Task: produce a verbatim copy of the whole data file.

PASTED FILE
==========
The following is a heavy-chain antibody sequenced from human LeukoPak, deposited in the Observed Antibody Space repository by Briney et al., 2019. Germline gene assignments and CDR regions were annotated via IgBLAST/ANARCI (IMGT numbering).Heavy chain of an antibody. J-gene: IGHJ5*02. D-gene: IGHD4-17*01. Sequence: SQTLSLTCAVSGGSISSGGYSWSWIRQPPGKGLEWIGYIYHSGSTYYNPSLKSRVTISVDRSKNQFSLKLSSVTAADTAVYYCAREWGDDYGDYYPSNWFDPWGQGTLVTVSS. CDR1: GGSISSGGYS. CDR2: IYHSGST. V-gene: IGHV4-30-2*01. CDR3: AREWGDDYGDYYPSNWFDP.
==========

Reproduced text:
The following is a heavy-chain antibody sequenced from human LeukoPak, deposited in the Observed Antibody Space repository by Briney et al., 2019. Germline gene assignments and CDR regions were annotated via IgBLAST/ANARCI (IMGT numbering).Heavy chain of an antibody. J-gene: IGHJ5*02. D-gene: IGHD4-17*01. Sequence: SQTLSLTCAVSGGSISSGGYSWSWIRQPPGKGLEWIGYIYHSGSTYYNPSLKSRVTISVDRSKNQFSLKLSSVTAADTAVYYCAREWGDDYGDYYPSNWFDPWGQGTLVTVSS. CDR1: GGSISSGGYS. CDR2: IYHSGST. V-gene: IGHV4-30-2*01. CDR3: AREWGDDYGDYYPSNWFDP.